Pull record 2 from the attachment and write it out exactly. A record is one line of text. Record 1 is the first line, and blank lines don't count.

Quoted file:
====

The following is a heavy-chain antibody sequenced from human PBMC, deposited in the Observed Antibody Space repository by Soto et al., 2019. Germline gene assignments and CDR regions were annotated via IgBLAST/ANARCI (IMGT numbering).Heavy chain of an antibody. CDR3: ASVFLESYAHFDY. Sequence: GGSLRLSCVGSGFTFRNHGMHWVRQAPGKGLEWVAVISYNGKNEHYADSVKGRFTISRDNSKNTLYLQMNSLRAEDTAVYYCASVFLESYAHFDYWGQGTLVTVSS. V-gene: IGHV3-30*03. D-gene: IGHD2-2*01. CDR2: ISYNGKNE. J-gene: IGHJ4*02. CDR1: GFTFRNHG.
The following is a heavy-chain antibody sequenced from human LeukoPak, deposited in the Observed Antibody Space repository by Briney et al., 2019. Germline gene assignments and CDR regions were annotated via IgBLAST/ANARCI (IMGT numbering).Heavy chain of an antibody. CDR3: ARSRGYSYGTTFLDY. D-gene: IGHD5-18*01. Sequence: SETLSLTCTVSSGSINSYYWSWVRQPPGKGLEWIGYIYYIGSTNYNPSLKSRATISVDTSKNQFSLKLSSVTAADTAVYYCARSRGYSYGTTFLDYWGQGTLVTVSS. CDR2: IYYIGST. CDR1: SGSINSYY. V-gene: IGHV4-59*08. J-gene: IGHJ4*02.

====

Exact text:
The following is a heavy-chain antibody sequenced from human LeukoPak, deposited in the Observed Antibody Space repository by Briney et al., 2019. Germline gene assignments and CDR regions were annotated via IgBLAST/ANARCI (IMGT numbering).Heavy chain of an antibody. CDR3: ARSRGYSYGTTFLDY. D-gene: IGHD5-18*01. Sequence: SETLSLTCTVSSGSINSYYWSWVRQPPGKGLEWIGYIYYIGSTNYNPSLKSRATISVDTSKNQFSLKLSSVTAADTAVYYCARSRGYSYGTTFLDYWGQGTLVTVSS. CDR2: IYYIGST. CDR1: SGSINSYY. V-gene: IGHV4-59*08. J-gene: IGHJ4*02.